| Ere the sun had sunk to rest behind the Should the needle of a mariner's com- distant hills, the Saviour neared the gates pass determine no longer to point steadily of Nain. The sound of busy industry to the polo, but change and vary as it arose from the fair city, stretched along pleased—without his guide the sailor must the plain; the temples bathed in floods of be inevitably lost, and his ship that had | light, gave back the radiance of the setfor years braved the fiercest winds, and ting sun, and all was calm and beautiful, been piloted safely to its destined port, except a mournful train that issued from would be led into unknown waters, or cast the Northern gate. With faltering steps, upon some shoal a wreck.

an aged widow followed to the tomb her The machinery of society is in most per-only son. She had watched with constant fect order, when each labors for the good care his tender years, and saw the bad of of the whole, when each “loves his neigh-hope expand ;-bereft of all save him, she bor as himself.” This is the natural re deemed it joy to guard his steps and guide sult where righteousness prevails, and the him on to manhood;—but now he too was more universally Christ is honored, the gone! more happy will man's earthly condition Her sole remaining tie to earth was sevbe. Whenever sin displays itself, it causes ered; he who day by day had brought to some derangement of the machinery, or her the income of his vigorous toil, lay makes necessary an application of the oil cold in death:-she felt as if a few days of divine grace.

only, still remained of her long pilgrimage, Reader, perhaps that application can be ere she too hastened heavenward—and folmade through you, as well as another ! | lowing close upon the bier, she bowed with

Let each one do good as he has oppor- meek submission to her Maker's will, tunity, is the command. All men cannot though all that made earth happy was rebe preachers and teachers, some must be moved. laborers and servants.

| Drawn by the widow's grief, the Saviour met them at the gate; the tenderest feel- | Jairus' daughter. The gorgeous curtains ings of his soul were roused, his sympa- scarce let in the light of day and shade the thizing heart yearned towards the poor marble features that vie with the linen afflicted one, and moved by deep compas- vestments in their snowy whiteness: her sion, he placed his hand upon the bier, and hair in glossy ringlets lay upon hor bosom, gently said, “Daughter, weep not." stirred by no gentle breathing, and the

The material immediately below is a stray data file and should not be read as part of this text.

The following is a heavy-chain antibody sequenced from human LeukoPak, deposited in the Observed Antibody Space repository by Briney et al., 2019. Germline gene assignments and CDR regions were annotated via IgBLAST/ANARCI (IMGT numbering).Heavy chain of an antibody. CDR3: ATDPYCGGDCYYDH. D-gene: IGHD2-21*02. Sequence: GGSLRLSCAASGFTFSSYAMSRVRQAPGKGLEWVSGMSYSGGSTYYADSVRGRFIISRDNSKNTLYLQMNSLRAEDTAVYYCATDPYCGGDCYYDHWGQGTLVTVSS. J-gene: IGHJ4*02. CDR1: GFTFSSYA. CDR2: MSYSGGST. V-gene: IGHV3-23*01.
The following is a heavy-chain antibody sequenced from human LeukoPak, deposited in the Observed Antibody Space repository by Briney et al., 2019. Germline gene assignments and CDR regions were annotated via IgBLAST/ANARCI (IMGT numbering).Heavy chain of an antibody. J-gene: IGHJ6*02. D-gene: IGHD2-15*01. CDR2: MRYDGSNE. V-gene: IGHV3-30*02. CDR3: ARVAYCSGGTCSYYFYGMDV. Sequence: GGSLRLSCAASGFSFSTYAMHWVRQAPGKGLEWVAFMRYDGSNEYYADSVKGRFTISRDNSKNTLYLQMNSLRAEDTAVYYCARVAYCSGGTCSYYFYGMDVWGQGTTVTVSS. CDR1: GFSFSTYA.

The expectant bearers stood, and whilst long lashes drooped over eyes once bright, the mourner turned and raised her aged now lustreless. eyes, bedimmed with tears towards the Sa- The parents wept, whilst mourners went viour's face, radiant with love and pity, about the house, for alas! the silver cord the command went forth: “Young man, I was loosed, the golden bowl was broken : say to thee, arise," and lo! “the dead sat but the loving Saviour smiled, and said, up and spake.” The widow's heart was “She is not dead, but sleepeth ;” and lookfull as she clasped again her son ; she ing on her pallid face, he took her hand, spoke not; but Jesus knew the gratitude and calmly said, “Maiden, arise;" and lo! that filled her heart, as she returned no her spirit came again, the pulseless heart longer childless to her home.

throbbed anew, the flitting color returned Again we find him wandering amongst to the blanched cheek, the eyelids unclosthe hills that skirt the city of Jerusalem ; ing, revealed once more to her enraptured a vast concourse hung with rapture on his parents, the meek gaze of their much loved words, as with fervid eloquence he pleads, one: then she arose straightway, restored and lo! whilst all was still, a ruler of the in perfect health to their fond embrace. synagogue drew near, and with grief writ | Thus, day after day was spent in labor. ten in every feature of his expressive face, ing for others' good, healing the blind, the implored the Saviour to go down to his lame, the halt, cleansing the leprous who house, for, said he, “I have an only daugh- | were brought to receive his healing touch. ter, twelve years old, who lies at the point! Even in the temple's midst, where the of death.". .

proud array of Scribes and Pharisees lookThe Son of God witnessed the faith of ed on with scorn, he healed the withered this proud ruler which overcame his an- hand that was outstretched at his comcient prejudices, and turned to accompany mand. him home, when as they neared the place, At another time he laid his hand upon a there came one from the Ruler's house, poor infirm woman, who for eighteen years saying to Jairus, “thy daughter is dead, had been bowed together, and could in trouble not the Master."